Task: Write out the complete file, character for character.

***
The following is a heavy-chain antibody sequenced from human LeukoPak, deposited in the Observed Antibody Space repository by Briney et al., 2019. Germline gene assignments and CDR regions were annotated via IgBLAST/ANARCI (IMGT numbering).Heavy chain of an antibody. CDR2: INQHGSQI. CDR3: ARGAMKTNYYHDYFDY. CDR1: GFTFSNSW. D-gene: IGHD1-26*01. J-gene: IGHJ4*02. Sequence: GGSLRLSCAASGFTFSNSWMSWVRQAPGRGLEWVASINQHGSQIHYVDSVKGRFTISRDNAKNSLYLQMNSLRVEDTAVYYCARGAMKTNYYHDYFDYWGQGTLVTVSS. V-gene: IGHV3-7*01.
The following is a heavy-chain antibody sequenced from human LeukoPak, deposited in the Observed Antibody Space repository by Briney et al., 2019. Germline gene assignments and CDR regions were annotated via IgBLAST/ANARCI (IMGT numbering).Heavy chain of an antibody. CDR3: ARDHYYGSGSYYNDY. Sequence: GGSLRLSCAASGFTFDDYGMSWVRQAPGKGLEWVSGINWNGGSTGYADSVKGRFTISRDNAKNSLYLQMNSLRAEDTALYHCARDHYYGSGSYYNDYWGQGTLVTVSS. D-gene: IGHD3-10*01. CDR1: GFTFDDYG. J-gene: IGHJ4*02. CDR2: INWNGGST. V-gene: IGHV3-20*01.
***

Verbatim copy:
The following is a heavy-chain antibody sequenced from human LeukoPak, deposited in the Observed Antibody Space repository by Briney et al., 2019. Germline gene assignments and CDR regions were annotated via IgBLAST/ANARCI (IMGT numbering).Heavy chain of an antibody. CDR2: INQHGSQI. CDR3: ARGAMKTNYYHDYFDY. CDR1: GFTFSNSW. D-gene: IGHD1-26*01. J-gene: IGHJ4*02. Sequence: GGSLRLSCAASGFTFSNSWMSWVRQAPGRGLEWVASINQHGSQIHYVDSVKGRFTISRDNAKNSLYLQMNSLRVEDTAVYYCARGAMKTNYYHDYFDYWGQGTLVTVSS. V-gene: IGHV3-7*01.
The following is a heavy-chain antibody sequenced from human LeukoPak, deposited in the Observed Antibody Space repository by Briney et al., 2019. Germline gene assignments and CDR regions were annotated via IgBLAST/ANARCI (IMGT numbering).Heavy chain of an antibody. CDR3: ARDHYYGSGSYYNDY. Sequence: GGSLRLSCAASGFTFDDYGMSWVRQAPGKGLEWVSGINWNGGSTGYADSVKGRFTISRDNAKNSLYLQMNSLRAEDTALYHCARDHYYGSGSYYNDYWGQGTLVTVSS. D-gene: IGHD3-10*01. CDR1: GFTFDDYG. J-gene: IGHJ4*02. CDR2: INWNGGST. V-gene: IGHV3-20*01.